What does it really mean when an amp is "fast" or "slow"?
Here at the laboratory, we’ve been having
some deep discussions about "fast response"
types of guitar amplifiers. At the end of last
month’s column about my first meeting with
Alexander Dumble, I promised we’d take a
closer look at this very concept of "fast" and "slow" amplifiers, so let’s dig in.
Frankly, I think this concept began with the original Vox AC30. If you ever get the chance to play a real AC30, you will notice right from the very first notes played through those lovely sounding, original 15-watt Celestion "Blue" speakers that there is something very special going on. At first, the notes seem to pop from the speakers in a way that’s almost psychic—it’s as if the notes come out before you actually play them. One of the sweet spots found in the AC30 is when the amplifier is set precisely to where the notes or chords start to distort when you strike the strings a bit harder. The intro riff to the Foo Fighters’ song "Summer’s End" (on 2007’s Echoes, Silence, Patience & Grace) is a great example of this incredible sound.
Most of you understand what tube compression is and how a tube amplifier reacts when you play a guitar through it, but an AC30 has several other factors that make it sound unique when compared to other amplifiers. For starters, there’s the extremely high efficiency of the original speakers. Their sensitivity is a whopping 103 decibels. Compare that to the mere 96 dB rating of many other speakers, such as a Celestion Greenback. This difference becomes very clear when you hear the two speakers driven by the same amplifier. When comparing the two speaker models side by side, the Greenback’s 96 dB sensitivity rating seems downright paltry. In fact, the 103 dB rating of the original Celestion G12-M makes it almost twice as loud as the Greenback.
The combination of those highly efficient speakers, coupled with the EL84’s sweetly compressed, overdriven signal being sent through the larger AC30 cabinet gives you a perception of a much louder amplifier than its rated 33 watts of peak music power. Standing in front of an AC30 that’s set to its halfway point sounds more like hanging with a 50-watt amp—easily!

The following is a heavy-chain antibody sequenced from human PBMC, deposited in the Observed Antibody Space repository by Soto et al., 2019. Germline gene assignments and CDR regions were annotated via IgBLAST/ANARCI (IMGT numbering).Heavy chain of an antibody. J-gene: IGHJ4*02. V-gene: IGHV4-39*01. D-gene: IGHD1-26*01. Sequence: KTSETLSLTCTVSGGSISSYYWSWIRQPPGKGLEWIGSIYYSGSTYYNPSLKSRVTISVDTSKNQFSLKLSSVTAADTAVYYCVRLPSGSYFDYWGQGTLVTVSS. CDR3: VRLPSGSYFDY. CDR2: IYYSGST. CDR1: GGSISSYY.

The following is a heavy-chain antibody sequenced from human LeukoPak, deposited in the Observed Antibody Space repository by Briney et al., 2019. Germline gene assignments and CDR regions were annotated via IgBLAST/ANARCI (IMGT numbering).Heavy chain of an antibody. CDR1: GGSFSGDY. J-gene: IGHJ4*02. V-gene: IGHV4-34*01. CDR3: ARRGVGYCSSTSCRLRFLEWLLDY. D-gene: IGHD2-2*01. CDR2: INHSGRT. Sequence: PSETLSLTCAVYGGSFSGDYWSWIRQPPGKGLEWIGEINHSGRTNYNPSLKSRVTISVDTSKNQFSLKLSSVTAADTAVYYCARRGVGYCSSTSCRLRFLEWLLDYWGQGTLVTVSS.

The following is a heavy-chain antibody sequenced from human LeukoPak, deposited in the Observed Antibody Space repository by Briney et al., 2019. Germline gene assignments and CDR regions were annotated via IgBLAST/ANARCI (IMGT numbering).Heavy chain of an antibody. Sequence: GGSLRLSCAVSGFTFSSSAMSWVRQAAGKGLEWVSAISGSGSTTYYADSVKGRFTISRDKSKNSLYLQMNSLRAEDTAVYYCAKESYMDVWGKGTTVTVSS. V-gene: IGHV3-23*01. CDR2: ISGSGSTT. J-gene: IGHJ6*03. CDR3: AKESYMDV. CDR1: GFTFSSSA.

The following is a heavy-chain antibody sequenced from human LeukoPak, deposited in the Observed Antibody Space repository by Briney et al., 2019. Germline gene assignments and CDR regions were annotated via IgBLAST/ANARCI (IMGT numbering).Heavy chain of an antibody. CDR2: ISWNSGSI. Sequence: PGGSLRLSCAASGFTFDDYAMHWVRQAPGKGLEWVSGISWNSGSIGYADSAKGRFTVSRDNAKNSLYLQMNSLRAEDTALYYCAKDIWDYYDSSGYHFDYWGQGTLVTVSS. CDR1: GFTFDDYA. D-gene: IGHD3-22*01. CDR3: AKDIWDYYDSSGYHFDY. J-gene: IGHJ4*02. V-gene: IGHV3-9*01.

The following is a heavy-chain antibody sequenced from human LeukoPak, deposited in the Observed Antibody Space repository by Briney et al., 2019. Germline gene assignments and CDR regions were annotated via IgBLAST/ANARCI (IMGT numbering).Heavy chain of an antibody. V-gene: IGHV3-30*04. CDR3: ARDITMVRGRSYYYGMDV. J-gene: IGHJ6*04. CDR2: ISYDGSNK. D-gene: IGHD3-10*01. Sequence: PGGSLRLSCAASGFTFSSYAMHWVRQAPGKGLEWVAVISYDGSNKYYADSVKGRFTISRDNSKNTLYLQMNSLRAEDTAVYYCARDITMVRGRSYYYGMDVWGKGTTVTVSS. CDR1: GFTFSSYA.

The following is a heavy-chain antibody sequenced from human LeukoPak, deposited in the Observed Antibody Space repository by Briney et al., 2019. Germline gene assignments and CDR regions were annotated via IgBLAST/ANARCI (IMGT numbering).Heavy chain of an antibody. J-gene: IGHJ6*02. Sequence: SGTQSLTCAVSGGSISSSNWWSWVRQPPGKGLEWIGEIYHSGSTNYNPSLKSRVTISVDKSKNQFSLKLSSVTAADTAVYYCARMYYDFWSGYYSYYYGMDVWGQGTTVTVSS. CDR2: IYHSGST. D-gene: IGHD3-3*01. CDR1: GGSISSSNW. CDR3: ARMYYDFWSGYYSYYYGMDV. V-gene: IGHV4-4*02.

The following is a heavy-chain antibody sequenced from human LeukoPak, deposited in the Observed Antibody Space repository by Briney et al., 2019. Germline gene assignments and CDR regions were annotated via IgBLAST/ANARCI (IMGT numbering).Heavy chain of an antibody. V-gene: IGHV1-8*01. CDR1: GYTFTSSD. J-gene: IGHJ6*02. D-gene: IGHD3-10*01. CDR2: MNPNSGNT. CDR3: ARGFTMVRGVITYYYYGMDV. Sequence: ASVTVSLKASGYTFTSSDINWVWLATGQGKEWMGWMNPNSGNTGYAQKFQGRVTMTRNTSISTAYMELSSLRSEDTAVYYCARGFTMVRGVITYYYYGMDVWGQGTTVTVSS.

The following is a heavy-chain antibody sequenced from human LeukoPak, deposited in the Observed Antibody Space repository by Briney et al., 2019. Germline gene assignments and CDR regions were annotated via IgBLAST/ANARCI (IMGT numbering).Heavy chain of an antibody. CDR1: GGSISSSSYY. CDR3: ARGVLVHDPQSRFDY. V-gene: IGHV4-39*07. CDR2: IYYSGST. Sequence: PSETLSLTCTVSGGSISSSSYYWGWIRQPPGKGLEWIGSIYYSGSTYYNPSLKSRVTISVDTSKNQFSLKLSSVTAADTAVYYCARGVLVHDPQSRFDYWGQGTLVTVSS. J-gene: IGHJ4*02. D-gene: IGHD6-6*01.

Additionally, the sheer physical size of the AC30’s cabinet produces an effect that sounds very much like "natural reverb." This is another sonic trademark of this particular guitar amp— it has a bouncy, springy feel. The AC30 is a ton of fun to play because it’s so lively.
The AC30 holds another surprise, hidden in the circuit schematic itself. This amplifier has a huge choke that is much bigger than that of most other guitar amps. For example, a Fender Bandmaster—a 40-watt amplifier— has a 90-milliamp, 4 Henry choke (Henry is a measurement of inductance). Another example is found in the Marshall JTM45. This amp sports a 150-milliamp, 5 or 7 Henry rated choke. In contrast, the AC30 wields an absolutely oversized choke that weighs in at 100 milliamps and 20 Henrys—gigantic for a conservatively rated 30-watt amp.
A choke, for those not familiar with the term, is an inductor—in this case a coil of wire spun around a laminated ferrous metal core—that sets up an electromagnetic field when current is passed through it. According to the Radiotron Designer’s Handbook [4th edition, 1952], when the current is varied, voltage is induced in the coil. In essence, the choke stores electrical energy as an electromagnetic field and gives up energy when the current going through it starts to sag. This means the choke has a large effect on an amplifier’s dynamics.
Here’s an important point about fast amplifiers: One thing common to most models we’ll be discussing in this and future columns is that fast-type amplifiers have raised voltages in the power supply. This gives these types of amps the ability to get more reserve power quickly when they need it. This translates to an amp that will feel a bit "stiff" when you first dig into the strings with your pick.
Furthermore, when talking about fast or slow types of amplifiers, it is worth mentioning that the perception of these fast dynamics (or the opposite "slow" dynamic effect) may be due to a lot of parameters. However, the power supply and output circuitry need the ability to deliver their power quickly, and the speakers must be able to reproduce these dynamic peaks accurately.
Interestingly, the AC30’s fast response is also a bit of a paradox. AC30s use a GZ34 rectifier tube, which is not as fast as some guitar amplifiers produced just a few years later. Hiwatts are a great example of fast response amps that use a solid-state rectifier in place of the slower GZ34 tube rectifier. Original Vox AC30s also actually possess lower overall power supply voltages, but the EL84 output tubes require different operating parameters than the octal tubes in the other amps I mentioned a moment ago.
That’s a lot of information for this month, but to summarize simply, the power supply, output circuitry, and speaker choices are indeed the crux of the biscuit! Many thanks to my dear friend Bjorn "Mad Professor" Juhl and my personal amp technician, Charles "Grumpy" Lyons, for their wonderful contributions to this discussion. We’re only getting warmed up, so see you next month.
Dean Farley is the chief designer of "Snake Oil Brand Strings" (snakeoilstrings.com) and has had a profound influence on the trends in the strings of today.